32. 32.  Easy to install and operate.  Do not need excessive input data.  Capable to comprise all necessary information in its database.  Provides understandable and useful reports.  Flexible and capable to handle wide range of applications.  Compatible with other systems that are used in the same field. PRINCIPLES OF THE SYSTEM
  33. 33.  Reducing waste: The developed system employs the principles of ‘supply chain method’ (SCM) or ‘just-in-time’ delivery concept (JIT) to supply the construction materials to sites.  Reusing waste: The developed system offers possible ways to reuse waste materials in the same project through functioning as an expert system.  Recycling waste: The developed system provides possible options (if any) for recycling construction materials waste that cannot be reused. SCOPE OF THE SYSTEM
  34. 34. 1. Inter basic information of the project. 2. Import the time table of the project from MS-Project program. 3. Determine quantities needed in progress for each material. 4. Optimize the available space of material storage. 5. Determine optimal demand dates. 6. Prepare a daily report about each material with e-mail possibility. 7. Alarm an early warning in case of excessive waste. 8. Offer all possible ways to reuse waste in the coming activities. 9. Offer opportunities of recycling materials that cannot be reused. The framework of the developed system and its programming interlinks are summarized in Fig (5). FUNCTIONS OF THE SYSTEM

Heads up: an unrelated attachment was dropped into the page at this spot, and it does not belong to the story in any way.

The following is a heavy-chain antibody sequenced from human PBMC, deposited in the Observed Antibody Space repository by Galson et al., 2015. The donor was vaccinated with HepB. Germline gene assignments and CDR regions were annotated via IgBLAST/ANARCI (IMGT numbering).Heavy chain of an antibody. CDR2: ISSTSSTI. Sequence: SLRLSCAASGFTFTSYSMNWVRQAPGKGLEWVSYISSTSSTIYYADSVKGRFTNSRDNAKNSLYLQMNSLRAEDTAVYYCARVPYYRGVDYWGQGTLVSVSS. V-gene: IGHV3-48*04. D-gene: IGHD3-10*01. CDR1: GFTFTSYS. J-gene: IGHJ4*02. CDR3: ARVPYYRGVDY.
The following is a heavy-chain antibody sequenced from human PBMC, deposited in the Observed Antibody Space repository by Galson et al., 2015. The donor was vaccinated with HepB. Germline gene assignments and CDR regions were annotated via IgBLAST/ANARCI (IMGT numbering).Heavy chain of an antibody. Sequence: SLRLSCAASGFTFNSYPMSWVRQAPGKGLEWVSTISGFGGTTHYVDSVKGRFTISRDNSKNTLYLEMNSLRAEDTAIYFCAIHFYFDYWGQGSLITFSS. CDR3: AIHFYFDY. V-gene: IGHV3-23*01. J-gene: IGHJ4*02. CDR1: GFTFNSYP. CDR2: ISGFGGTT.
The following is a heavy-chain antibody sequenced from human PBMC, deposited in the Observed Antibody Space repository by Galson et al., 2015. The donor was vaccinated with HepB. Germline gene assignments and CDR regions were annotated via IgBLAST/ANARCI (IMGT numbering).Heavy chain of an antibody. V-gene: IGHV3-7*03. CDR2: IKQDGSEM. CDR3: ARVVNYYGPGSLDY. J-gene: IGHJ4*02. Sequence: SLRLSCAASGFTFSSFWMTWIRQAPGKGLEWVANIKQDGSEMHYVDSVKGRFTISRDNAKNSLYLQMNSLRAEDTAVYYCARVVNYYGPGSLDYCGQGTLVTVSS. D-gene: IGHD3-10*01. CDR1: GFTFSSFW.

35. 35. SYSTEM INTERFACES Running the system does not need any special training above minimal computer skills for the system is designed to be user- friendly and self-exploratory in which the interfaces enable the user to run the system easily. The followings are the interfaces of system:
  36. 36. Main Interface SYSTEM INTERFACES(Continued)